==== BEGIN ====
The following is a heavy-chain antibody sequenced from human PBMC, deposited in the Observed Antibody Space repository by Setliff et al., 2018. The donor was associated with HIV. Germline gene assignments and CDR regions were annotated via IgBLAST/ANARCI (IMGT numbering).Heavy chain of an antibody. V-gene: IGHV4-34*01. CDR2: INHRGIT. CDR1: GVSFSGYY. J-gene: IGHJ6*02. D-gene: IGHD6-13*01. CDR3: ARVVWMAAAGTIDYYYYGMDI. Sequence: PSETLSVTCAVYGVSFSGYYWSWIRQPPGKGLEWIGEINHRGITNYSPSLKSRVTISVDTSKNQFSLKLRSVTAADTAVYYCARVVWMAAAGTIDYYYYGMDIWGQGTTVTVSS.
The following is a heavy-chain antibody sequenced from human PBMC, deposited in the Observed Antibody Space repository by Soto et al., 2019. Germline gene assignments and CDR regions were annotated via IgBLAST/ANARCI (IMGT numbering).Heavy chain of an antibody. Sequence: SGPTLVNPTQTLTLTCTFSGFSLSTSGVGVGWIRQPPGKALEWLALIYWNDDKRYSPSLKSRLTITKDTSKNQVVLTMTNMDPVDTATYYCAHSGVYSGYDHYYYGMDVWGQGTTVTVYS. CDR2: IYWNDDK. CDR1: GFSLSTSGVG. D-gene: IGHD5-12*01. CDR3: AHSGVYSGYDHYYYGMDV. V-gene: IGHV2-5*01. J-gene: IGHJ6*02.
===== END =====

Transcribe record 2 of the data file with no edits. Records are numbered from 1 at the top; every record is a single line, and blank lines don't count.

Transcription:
The following is a heavy-chain antibody sequenced from human PBMC, deposited in the Observed Antibody Space repository by Soto et al., 2019. Germline gene assignments and CDR regions were annotated via IgBLAST/ANARCI (IMGT numbering).Heavy chain of an antibody. Sequence: SGPTLVNPTQTLTLTCTFSGFSLSTSGVGVGWIRQPPGKALEWLALIYWNDDKRYSPSLKSRLTITKDTSKNQVVLTMTNMDPVDTATYYCAHSGVYSGYDHYYYGMDVWGQGTTVTVYS. CDR2: IYWNDDK. CDR1: GFSLSTSGVG. D-gene: IGHD5-12*01. CDR3: AHSGVYSGYDHYYYGMDV. V-gene: IGHV2-5*01. J-gene: IGHJ6*02.